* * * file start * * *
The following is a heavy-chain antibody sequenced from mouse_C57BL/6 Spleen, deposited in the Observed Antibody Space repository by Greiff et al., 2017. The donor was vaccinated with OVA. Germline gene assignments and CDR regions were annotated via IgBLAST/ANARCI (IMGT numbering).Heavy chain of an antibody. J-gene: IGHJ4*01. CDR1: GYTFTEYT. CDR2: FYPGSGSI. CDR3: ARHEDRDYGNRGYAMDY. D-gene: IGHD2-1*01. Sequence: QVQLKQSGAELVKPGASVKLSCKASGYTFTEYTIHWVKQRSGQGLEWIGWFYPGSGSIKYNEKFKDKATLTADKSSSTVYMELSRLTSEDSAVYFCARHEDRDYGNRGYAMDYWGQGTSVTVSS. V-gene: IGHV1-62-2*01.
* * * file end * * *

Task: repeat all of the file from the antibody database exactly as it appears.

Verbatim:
The following is a heavy-chain antibody sequenced from mouse_C57BL/6 Spleen, deposited in the Observed Antibody Space repository by Greiff et al., 2017. The donor was vaccinated with OVA. Germline gene assignments and CDR regions were annotated via IgBLAST/ANARCI (IMGT numbering).Heavy chain of an antibody. J-gene: IGHJ4*01. CDR1: GYTFTEYT. CDR2: FYPGSGSI. CDR3: ARHEDRDYGNRGYAMDY. D-gene: IGHD2-1*01. Sequence: QVQLKQSGAELVKPGASVKLSCKASGYTFTEYTIHWVKQRSGQGLEWIGWFYPGSGSIKYNEKFKDKATLTADKSSSTVYMELSRLTSEDSAVYFCARHEDRDYGNRGYAMDYWGQGTSVTVSS. V-gene: IGHV1-62-2*01.